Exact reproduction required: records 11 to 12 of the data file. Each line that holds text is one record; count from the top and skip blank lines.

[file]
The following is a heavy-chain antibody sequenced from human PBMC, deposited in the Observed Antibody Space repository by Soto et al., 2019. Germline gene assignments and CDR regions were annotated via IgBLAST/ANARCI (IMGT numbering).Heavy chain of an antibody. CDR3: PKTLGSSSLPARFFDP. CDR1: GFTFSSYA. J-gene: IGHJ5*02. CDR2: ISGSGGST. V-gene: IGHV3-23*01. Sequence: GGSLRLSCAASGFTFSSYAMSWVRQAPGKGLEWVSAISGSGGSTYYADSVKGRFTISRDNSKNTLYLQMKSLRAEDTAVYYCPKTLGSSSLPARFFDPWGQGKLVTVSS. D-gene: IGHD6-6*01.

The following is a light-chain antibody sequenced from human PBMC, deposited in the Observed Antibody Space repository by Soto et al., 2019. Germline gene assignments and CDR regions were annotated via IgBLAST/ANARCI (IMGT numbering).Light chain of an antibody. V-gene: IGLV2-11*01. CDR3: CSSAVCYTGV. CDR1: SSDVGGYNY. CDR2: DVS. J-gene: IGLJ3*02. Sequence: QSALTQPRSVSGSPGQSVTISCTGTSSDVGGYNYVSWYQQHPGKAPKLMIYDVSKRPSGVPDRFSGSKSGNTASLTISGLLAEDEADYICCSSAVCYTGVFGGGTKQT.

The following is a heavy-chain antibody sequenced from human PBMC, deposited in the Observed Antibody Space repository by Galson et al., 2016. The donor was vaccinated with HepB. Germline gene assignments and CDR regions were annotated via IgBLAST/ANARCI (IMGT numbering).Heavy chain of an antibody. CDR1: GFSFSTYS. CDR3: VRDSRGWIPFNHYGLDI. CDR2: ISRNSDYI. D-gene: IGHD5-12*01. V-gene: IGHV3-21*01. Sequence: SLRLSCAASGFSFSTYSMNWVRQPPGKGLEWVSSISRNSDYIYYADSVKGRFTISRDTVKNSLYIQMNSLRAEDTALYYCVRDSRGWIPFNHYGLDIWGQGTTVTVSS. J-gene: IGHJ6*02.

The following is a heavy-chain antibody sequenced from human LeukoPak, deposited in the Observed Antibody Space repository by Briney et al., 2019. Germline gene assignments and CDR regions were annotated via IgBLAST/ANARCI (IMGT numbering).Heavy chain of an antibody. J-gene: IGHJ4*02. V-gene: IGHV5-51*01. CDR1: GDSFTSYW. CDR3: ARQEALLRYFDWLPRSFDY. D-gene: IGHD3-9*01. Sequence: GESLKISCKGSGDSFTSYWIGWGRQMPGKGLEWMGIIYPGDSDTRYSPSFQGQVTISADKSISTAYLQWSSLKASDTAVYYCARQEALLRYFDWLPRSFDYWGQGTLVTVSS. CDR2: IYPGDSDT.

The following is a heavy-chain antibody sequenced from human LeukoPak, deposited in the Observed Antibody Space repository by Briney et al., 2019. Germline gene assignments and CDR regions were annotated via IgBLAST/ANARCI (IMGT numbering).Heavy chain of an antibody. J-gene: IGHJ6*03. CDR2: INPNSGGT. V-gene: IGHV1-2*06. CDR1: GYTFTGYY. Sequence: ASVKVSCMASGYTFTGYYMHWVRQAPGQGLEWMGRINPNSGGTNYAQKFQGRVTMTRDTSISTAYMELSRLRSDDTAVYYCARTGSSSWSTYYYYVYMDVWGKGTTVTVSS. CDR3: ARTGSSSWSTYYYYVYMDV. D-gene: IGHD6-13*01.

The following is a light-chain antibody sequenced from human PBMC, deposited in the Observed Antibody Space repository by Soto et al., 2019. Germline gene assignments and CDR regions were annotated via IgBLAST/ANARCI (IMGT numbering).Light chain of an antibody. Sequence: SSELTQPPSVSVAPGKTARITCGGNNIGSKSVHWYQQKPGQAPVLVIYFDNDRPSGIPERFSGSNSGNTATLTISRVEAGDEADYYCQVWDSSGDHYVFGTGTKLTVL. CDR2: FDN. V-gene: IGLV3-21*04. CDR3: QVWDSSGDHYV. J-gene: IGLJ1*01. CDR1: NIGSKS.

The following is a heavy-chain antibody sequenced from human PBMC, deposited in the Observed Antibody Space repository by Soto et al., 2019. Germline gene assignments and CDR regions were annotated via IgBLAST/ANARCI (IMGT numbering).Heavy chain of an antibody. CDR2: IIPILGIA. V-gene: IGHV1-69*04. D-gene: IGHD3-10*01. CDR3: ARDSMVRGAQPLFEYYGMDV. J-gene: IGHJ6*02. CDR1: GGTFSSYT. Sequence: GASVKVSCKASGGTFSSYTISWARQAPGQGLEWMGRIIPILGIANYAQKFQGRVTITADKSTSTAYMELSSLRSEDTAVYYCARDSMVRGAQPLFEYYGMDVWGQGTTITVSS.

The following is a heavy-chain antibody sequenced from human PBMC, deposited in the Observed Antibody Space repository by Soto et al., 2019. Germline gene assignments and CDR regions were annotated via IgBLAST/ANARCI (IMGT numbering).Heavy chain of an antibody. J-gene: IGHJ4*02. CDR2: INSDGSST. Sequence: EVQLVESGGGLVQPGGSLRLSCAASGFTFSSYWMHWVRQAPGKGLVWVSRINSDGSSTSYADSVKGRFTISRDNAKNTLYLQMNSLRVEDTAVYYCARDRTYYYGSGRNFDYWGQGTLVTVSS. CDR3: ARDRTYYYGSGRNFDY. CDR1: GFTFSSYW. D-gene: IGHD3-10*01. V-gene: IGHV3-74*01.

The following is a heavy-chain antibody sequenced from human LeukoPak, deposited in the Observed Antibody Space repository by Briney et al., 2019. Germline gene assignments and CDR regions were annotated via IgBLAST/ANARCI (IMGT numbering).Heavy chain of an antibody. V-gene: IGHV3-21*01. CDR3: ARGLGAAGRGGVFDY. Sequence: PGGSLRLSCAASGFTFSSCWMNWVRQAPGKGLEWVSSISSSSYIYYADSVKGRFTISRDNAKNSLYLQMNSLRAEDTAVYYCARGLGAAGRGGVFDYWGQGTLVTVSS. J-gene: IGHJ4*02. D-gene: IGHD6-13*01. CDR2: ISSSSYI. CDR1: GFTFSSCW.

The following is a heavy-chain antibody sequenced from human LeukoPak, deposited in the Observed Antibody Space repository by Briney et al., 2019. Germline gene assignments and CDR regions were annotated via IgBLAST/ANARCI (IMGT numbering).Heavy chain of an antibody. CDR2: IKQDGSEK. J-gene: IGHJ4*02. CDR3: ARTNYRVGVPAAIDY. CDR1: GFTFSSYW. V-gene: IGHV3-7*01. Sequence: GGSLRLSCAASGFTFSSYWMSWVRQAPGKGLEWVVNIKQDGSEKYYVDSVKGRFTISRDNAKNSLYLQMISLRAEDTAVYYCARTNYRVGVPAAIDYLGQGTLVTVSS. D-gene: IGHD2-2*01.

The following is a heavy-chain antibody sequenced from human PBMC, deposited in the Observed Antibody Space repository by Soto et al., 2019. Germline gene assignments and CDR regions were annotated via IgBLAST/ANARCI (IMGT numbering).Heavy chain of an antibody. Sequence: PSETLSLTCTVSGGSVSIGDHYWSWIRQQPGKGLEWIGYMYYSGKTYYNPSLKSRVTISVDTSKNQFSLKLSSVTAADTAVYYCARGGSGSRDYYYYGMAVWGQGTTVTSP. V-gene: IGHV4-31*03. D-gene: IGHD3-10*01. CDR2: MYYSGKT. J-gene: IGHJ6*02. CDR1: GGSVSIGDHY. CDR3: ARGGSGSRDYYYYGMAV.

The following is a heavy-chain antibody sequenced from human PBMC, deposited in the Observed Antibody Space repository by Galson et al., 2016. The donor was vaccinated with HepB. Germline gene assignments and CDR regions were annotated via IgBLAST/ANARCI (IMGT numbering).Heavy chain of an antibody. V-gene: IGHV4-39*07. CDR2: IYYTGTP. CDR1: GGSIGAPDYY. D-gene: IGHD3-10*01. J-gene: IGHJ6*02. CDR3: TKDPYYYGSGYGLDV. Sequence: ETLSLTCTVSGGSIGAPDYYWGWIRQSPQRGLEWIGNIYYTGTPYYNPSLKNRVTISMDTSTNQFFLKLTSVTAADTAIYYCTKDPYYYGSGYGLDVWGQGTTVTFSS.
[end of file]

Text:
The following is a heavy-chain antibody sequenced from human PBMC, deposited in the Observed Antibody Space repository by Soto et al., 2019. Germline gene assignments and CDR regions were annotated via IgBLAST/ANARCI (IMGT numbering).Heavy chain of an antibody. Sequence: PSETLSLTCTVSGGSVSIGDHYWSWIRQQPGKGLEWIGYMYYSGKTYYNPSLKSRVTISVDTSKNQFSLKLSSVTAADTAVYYCARGGSGSRDYYYYGMAVWGQGTTVTSP. V-gene: IGHV4-31*03. D-gene: IGHD3-10*01. CDR2: MYYSGKT. J-gene: IGHJ6*02. CDR1: GGSVSIGDHY. CDR3: ARGGSGSRDYYYYGMAV.

The following is a heavy-chain antibody sequenced from human PBMC, deposited in the Observed Antibody Space repository by Galson et al., 2016. The donor was vaccinated with HepB. Germline gene assignments and CDR regions were annotated via IgBLAST/ANARCI (IMGT numbering).Heavy chain of an antibody. V-gene: IGHV4-39*07. CDR2: IYYTGTP. CDR1: GGSIGAPDYY. D-gene: IGHD3-10*01. J-gene: IGHJ6*02. CDR3: TKDPYYYGSGYGLDV. Sequence: ETLSLTCTVSGGSIGAPDYYWGWIRQSPQRGLEWIGNIYYTGTPYYNPSLKNRVTISMDTSTNQFFLKLTSVTAADTAIYYCTKDPYYYGSGYGLDVWGQGTTVTFSS.